A prime example is Upstate Medical University’s award of a $575,000 grant from the SUNY Performance and Investment Fund to bring precision medicine to cancer care. The funding will be used to initiate the SUNY Institute for Precision Cancer Research, Education and Care (IPCREC). This program is projected to launch in 2016 onsite at the CNY Biotech Accelerator, aligning cutting-edge resources to serve students, patients and the Upstate community.
“Right now we’re speaking with a large corporation on a multi-million dollar investment, and we’re receiving interest from various angel investment funds. The additional funding could help grow the Biotech Center’s biocomputing and digital imaging facility,” said Corona.
CNYBAC Helps Spark New Entrepreneurial Ideas
During the kickoff party I learned about the Upstate MIND (Medical Innovation and Novel Discovery), a programmatic hub for the CNY Biotech Accelerator. This is where seminars and meetings on topics such as bioinformatics, digital imaging, human factors engineering and molecular genetics and diagnostics will held to help foster innovation. Upstate MIND is currently under construction, scheduled to be completed this summer.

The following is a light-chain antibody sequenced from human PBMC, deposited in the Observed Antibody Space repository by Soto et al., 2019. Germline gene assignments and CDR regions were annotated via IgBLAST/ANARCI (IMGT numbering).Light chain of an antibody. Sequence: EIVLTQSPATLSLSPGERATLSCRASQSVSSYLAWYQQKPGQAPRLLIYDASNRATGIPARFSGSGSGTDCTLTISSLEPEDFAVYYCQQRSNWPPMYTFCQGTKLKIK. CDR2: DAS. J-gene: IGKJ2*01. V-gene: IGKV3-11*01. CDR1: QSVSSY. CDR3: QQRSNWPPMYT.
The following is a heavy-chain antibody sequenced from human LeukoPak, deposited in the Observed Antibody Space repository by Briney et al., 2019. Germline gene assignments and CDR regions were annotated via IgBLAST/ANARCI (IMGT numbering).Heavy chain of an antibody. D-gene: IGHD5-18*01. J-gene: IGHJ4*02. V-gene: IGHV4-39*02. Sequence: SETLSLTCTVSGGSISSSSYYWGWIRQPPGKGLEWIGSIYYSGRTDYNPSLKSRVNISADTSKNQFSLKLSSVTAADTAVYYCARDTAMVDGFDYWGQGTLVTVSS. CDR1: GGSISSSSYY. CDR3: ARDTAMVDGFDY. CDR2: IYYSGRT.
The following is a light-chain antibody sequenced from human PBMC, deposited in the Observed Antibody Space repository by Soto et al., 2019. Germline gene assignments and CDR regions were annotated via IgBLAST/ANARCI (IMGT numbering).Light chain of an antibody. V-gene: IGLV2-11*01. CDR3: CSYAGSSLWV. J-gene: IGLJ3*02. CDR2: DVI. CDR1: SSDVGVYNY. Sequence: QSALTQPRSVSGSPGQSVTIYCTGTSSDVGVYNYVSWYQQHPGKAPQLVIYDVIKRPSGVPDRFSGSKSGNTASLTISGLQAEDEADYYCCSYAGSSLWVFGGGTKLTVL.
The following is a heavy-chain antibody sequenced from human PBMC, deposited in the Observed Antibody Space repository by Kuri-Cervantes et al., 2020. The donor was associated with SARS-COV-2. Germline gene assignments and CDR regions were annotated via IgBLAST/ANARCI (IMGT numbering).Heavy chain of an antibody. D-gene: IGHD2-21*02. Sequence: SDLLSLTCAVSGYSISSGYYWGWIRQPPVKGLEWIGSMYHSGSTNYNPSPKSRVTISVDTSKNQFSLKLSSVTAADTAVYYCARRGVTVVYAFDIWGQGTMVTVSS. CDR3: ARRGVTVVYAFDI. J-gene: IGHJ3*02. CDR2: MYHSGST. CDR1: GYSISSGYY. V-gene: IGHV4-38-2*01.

“I completed my postdoc at Harvard Medical School where I experienced what it’s like to have every piece of equipment you could ever want,” said McPike. “Boston is a tough market to compete with, but not every company needs all that equipment. Sometimes all you need is a great idea and innovative spirit. The Biotech Center is being improved to cater to this culture.”
These “Cultivate Programs” are open to the entrepreneur and research public at no cost. Parking is free in the lot behind the Biotech Accelerator. Refreshments are provided.
Upcoming events include:
- March 10, Licensing from the Perspective of Companies and Investors
- March 24, SUNY Faculty Commercialization Innovation
- April 14, Tips for Funding Your Innovation
- May 12, Building the Next Great Upstate Company
View the UNY Events Calendar for more information on CNYBAC events, and over 100 entrepreneurial meetups across Upstate New York.